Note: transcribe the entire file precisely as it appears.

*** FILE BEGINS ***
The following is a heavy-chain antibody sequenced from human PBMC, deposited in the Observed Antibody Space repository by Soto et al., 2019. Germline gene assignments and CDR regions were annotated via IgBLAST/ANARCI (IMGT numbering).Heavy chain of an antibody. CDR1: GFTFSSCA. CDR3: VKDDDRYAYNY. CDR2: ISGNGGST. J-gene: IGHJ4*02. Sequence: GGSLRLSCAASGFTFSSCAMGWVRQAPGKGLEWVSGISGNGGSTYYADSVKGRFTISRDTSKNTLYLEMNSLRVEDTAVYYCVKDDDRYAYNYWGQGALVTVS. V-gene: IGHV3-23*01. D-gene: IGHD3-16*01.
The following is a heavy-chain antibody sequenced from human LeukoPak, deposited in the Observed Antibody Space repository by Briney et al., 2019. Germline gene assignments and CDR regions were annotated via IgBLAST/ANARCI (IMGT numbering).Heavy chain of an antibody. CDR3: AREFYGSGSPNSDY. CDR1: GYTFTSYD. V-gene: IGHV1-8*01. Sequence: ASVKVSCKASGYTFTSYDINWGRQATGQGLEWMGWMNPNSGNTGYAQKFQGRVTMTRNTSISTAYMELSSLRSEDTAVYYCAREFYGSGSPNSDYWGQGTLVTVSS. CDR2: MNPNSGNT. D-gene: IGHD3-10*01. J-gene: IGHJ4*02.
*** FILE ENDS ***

The following is a heavy-chain antibody sequenced from human PBMC, deposited in the Observed Antibody Space repository by Soto et al., 2019. Germline gene assignments and CDR regions were annotated via IgBLAST/ANARCI (IMGT numbering).Heavy chain of an antibody. CDR1: GFTFSSCA. CDR3: VKDDDRYAYNY. CDR2: ISGNGGST. J-gene: IGHJ4*02. Sequence: GGSLRLSCAASGFTFSSCAMGWVRQAPGKGLEWVSGISGNGGSTYYADSVKGRFTISRDTSKNTLYLEMNSLRVEDTAVYYCVKDDDRYAYNYWGQGALVTVS. V-gene: IGHV3-23*01. D-gene: IGHD3-16*01.
The following is a heavy-chain antibody sequenced from human LeukoPak, deposited in the Observed Antibody Space repository by Briney et al., 2019. Germline gene assignments and CDR regions were annotated via IgBLAST/ANARCI (IMGT numbering).Heavy chain of an antibody. CDR3: AREFYGSGSPNSDY. CDR1: GYTFTSYD. V-gene: IGHV1-8*01. Sequence: ASVKVSCKASGYTFTSYDINWGRQATGQGLEWMGWMNPNSGNTGYAQKFQGRVTMTRNTSISTAYMELSSLRSEDTAVYYCAREFYGSGSPNSDYWGQGTLVTVSS. CDR2: MNPNSGNT. D-gene: IGHD3-10*01. J-gene: IGHJ4*02.